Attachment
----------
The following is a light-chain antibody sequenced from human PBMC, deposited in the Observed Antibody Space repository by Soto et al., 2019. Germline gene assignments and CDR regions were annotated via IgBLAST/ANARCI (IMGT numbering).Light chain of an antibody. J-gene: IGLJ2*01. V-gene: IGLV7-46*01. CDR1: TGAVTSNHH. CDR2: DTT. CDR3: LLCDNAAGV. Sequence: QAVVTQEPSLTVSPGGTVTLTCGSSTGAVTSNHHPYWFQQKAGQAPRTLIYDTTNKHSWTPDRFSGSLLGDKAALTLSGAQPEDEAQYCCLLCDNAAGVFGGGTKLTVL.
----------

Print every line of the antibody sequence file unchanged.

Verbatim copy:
The following is a light-chain antibody sequenced from human PBMC, deposited in the Observed Antibody Space repository by Soto et al., 2019. Germline gene assignments and CDR regions were annotated via IgBLAST/ANARCI (IMGT numbering).Light chain of an antibody. J-gene: IGLJ2*01. V-gene: IGLV7-46*01. CDR1: TGAVTSNHH. CDR2: DTT. CDR3: LLCDNAAGV. Sequence: QAVVTQEPSLTVSPGGTVTLTCGSSTGAVTSNHHPYWFQQKAGQAPRTLIYDTTNKHSWTPDRFSGSLLGDKAALTLSGAQPEDEAQYCCLLCDNAAGVFGGGTKLTVL.